Mrs. Robin is not happy. She’s flitting anxiously from the porch railing to the lilac to the willow tree, scolding me the whole time in a series of loud cheeps. As I study where to make pruning cuts on my overgrown apple tree, I know why she’s upset. This is her place. For three years now she has built her nest in this tree, and in a few weeks she’ll want to do so again. It’s prime real estate: the bird bath where she likes to make her morning ablutions is in the flower garden just across the path, there are lots of worms in the lawn under the tree, and the thick, twiggy canopy is ideal for sheltering her chicks from heavy rain and marauding blue jays.
Unfortunately, that thick, twiggy canopy is just the opposite of what I want. There’s an old rule of thumb for pruning: a robin should be able to fly through the branches of an apple tree. For ideal production, the more sunlight that reaches the fruit, the better, and good air movement helps keep fungal diseases down by drying the leaf surfaces.
I didn’t have a chance to prune my apple trees last year. The work needs to be done when the weather has warmed enough that temperatures are unlikely to drop below zero, but before the buds start swelling for the new growing season. In my area of Maine, we usually have a narrow window in late March and very early April when the conditions are right. Last year, though, the snow was still three or four feet deep at this time, and we had icy winds, too. When winter finally broke toward the end of April, it was far too late for pruning. Then we had the most wonderful season for apples we’ve ever had, the trees laden with big, beautiful fruit. But that very bounty created a problem: some branches actually broke under the weight of all that ripening crop. So this year, I have major work to do.
This particular tree is a Jonafree, a variety developed from a cross between an old standard called Jonathan and other varieties. Like its parent, Jonafree tends to biennialism, or the habit of producing a heavy crop in alternate years with a much lighter crop between. Having produced such a huge crop last year, the tree would normally be taking a rest this summer, anyway, so I won’t be impacting my expected harvest too much by doing some substantial pruning.
I start by evaluating the major scaffolding branches, the skeleton of the tree, if you will. Over the centuries orchardists have developed several different “shapes” for scaffolds to promote both maximum penetration of sunlight into the interior of the tree, and ease of care and harvesting. The ‘open vase’ shape is widely used to shape other kinds of fruit trees, especially cherries, and although some old commercial orchards used the style, it has fallen out of favor for pruning apple trees because of the tendency of the main trunk to split down the middle as the tree ages. Another style is ‘central leader,’ in which the tree is pruned in a roughly conical shape, with the top scaffold branches about two-thirds the length of the bottom ones. This is the shape I’m aiming for.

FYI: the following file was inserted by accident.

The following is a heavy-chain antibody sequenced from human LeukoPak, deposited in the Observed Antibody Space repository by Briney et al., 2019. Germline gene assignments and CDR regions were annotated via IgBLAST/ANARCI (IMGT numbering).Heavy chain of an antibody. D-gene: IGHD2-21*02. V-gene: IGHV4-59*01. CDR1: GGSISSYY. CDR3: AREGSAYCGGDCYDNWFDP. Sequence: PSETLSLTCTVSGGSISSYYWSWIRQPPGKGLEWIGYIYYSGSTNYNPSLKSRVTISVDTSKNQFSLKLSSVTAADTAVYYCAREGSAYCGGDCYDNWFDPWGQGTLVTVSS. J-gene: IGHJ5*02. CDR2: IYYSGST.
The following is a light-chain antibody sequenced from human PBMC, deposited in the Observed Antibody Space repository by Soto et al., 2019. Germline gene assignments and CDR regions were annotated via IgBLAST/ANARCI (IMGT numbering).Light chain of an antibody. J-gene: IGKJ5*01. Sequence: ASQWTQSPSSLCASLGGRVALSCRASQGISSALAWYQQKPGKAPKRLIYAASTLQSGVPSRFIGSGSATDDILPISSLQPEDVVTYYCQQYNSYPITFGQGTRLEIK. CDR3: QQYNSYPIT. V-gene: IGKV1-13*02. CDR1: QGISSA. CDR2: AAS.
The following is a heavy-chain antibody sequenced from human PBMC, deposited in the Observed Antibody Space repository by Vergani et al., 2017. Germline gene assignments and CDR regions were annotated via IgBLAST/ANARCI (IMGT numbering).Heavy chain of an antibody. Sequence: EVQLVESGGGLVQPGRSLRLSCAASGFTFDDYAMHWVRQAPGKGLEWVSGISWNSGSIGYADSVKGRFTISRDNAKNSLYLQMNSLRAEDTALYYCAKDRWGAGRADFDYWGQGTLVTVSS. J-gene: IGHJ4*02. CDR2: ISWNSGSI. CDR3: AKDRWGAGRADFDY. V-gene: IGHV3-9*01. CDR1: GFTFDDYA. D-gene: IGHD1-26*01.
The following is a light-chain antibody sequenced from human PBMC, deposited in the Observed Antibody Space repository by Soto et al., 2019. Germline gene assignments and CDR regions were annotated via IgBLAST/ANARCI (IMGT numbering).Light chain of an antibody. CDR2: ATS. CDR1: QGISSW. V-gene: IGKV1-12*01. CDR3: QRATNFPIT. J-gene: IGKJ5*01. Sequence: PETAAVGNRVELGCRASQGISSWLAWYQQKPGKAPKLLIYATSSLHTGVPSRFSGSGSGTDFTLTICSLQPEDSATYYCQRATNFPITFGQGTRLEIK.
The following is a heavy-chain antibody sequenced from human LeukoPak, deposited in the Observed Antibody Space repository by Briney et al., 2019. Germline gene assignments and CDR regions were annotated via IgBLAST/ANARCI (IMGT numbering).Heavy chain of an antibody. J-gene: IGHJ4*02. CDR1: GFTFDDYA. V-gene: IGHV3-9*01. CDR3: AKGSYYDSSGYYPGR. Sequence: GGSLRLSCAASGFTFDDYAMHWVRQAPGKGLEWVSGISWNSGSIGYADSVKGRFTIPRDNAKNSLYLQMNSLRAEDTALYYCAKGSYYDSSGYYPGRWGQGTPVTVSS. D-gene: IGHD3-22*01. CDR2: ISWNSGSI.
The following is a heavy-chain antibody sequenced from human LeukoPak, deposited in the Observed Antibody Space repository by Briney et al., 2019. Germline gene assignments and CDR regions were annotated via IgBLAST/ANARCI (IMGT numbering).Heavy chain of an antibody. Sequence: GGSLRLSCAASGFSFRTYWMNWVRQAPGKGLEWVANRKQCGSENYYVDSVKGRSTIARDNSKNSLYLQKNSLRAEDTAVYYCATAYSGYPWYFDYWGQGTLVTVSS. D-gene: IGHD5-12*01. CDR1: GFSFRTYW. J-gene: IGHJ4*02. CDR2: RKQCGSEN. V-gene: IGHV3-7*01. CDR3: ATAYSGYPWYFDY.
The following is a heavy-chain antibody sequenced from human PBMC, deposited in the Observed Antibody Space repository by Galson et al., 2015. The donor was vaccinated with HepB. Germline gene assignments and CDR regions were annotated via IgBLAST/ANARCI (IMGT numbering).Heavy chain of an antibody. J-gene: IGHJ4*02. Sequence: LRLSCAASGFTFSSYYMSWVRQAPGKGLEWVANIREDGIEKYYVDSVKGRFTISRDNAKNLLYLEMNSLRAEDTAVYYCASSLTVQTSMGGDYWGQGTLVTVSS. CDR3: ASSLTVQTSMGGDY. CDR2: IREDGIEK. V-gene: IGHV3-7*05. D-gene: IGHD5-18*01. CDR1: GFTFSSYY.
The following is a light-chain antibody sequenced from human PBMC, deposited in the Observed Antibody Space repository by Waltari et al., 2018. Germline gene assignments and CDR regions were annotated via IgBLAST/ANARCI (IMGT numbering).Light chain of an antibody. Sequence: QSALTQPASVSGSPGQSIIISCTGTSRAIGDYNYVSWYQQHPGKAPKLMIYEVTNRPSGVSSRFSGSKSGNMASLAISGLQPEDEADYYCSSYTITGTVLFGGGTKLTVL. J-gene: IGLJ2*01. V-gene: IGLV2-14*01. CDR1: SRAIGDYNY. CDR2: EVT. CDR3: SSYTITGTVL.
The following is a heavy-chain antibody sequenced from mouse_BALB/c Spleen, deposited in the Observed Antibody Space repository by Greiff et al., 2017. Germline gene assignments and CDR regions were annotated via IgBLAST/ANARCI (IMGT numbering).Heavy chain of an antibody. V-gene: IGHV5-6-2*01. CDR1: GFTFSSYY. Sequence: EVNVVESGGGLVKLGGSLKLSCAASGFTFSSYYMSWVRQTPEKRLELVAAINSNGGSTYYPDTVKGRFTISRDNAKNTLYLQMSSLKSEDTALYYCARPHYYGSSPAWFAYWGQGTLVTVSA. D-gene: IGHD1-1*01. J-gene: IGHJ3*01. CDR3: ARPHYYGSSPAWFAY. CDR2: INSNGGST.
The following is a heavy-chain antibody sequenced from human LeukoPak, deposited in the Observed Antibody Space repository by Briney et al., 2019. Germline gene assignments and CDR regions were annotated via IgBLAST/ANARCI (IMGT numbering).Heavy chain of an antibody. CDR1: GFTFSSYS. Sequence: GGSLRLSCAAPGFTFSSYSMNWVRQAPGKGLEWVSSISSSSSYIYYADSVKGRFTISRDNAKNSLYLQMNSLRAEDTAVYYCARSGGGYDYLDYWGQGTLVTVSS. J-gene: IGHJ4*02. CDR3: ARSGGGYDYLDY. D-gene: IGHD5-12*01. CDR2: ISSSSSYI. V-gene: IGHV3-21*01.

The problem with diagrams and pictures, though, is that my trees never look like that. I have the same problem with cutting my own hair: I know the theory, but the results are often…infelicitous. Luckily, Nature abhors a bald spot, whether with apple twigs or with graying hair, and eventually the scalped place will fill in.
First things first. The broken branches are pruned back either all the way to the trunk for the most severely damaged or to a point where there’s good wood and healthy fruiting spurs, the little branches where the fruit will grow. That’s the easy part.
Because I haven’t headed, or cut off, the top of the trunk (aka the ‘leader’) in some years, my tree has gotten far too tall. I can’t reach the apples at the top of the tree even with a fruit-picker from the top of a stepladder anymore. This year, while the tree is resting, is a good time to do this major surgery.
Once the leader is pruned back, I start working on shortening limbs, especially the ones that are now at the top of the tree. This is necessary both to let more sunlight through to the lower branches, and to stiffen these smaller limbs so they’ll be able to support a good crop a year from this summer. As I work, I’m also pruning out branches that cross each other (so they don’t rub the bark off each other and give an easy entry point for disease), and ones that want to head downward instead of up or out. I try to maintain two to three feet vertically between scaffold limbs.
Major branch removal done, I switch from the pruning saw and bypass loppers to hand pruners to thin some of the twiggy growth. Jonathans tend to a lot of this, giving the effect of an old-fashioned twig broom at the end of the branch, and if some of it isn’t thinned, the apples will be far too closely spaced and therefore vulnerable to insect pests and disease.
When I am finally done, Mrs. Robin is still hovering. “Well, I tried to leave enough of a thicket around your nesting spot, sweetie,” I apologize. “Yes, I know it looks bare right now, but when it leafs out I think it will be OK.” She flits off. When I come back after hauling the trimmings to the brush pile, she is sitting up in the apple tree, preening in the March breeze.
I am forgiven, it seems.